The new Russian base is guarded by Pantsir surface-to-air missile systems; and three military helicopters, two Mi-35 gunships, and a Mi-8 transport helicopter have already been deployed there, with more to follow.

The footage also showed armored vehicles and ground support crews for the helicopters, as well as a weather station and a small medical clinic.

“This is the first group of Russian military helicopters here in northern Syria… It’s a historic moment. From this day onwards, our aviation group will operate permanently at Qamishli’s city airport,” said Pavel Remnev, Zvezda’s correspondent.

Turkish army forces launched the cross-border operation in Syria on October 9, in a declared attempt to create a 30-kilometer “safe zone” free from the presence of members of the so-called People’s Protection Units (YPG), a Kurdish militant group.

Thirteen days into the operation, Turkey clinched a deal with Russia in Sochi to push the YPG militants — regarded by Ankara as a national security threat — south of the frontline, and launched joint patrols of the area with Russia.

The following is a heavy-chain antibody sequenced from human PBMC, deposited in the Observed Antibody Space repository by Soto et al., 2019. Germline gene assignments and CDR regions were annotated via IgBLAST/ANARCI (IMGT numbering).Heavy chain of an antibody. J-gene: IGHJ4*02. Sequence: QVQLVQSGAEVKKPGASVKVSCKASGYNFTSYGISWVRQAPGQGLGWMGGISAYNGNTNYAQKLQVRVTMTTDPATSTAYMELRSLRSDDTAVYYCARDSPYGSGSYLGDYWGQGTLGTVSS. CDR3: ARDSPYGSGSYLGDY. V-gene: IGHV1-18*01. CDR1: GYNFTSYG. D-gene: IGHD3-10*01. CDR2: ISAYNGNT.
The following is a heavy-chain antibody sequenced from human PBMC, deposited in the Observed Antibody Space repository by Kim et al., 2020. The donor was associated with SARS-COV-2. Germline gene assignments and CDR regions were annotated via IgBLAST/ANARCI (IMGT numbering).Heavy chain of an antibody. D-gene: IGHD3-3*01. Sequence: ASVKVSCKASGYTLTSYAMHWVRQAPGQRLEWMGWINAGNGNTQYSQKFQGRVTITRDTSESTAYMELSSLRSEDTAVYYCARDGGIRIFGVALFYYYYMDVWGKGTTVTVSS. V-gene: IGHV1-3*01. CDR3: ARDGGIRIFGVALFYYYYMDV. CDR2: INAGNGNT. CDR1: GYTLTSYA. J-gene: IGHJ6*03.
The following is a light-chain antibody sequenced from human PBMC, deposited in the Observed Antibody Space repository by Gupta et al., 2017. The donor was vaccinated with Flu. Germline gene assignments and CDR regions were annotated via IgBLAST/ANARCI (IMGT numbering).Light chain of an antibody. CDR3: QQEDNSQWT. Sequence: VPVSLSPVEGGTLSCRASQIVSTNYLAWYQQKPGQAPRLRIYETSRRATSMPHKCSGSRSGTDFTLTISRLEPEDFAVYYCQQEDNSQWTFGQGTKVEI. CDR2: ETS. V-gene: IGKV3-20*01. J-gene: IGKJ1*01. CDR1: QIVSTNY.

According to Timur Khodzhayev, the head of the new Russian base, also referred to as an aviation commandant’s office, the helicopters there will be used to expand the area of Russia’s patrols in border areas.

“Military police, special equipment, vehicles, and fuel to ensure uninterrupted flights have also been allocated,” he told reporters on Thursday.

Russian jets have been carrying out air raids against targets belonging to the Takfiri Daesh terrorist group and other terror outfits inside Syria at the Damascus government’s formal request since September 2015.

The airstrikes significantly helped Syrian forces advance against anti-Damascus militants, who began a campaign of terror in Syria in 2011.

Fifth Russian-Turkish joint patrol mission continues in Syria despite provocations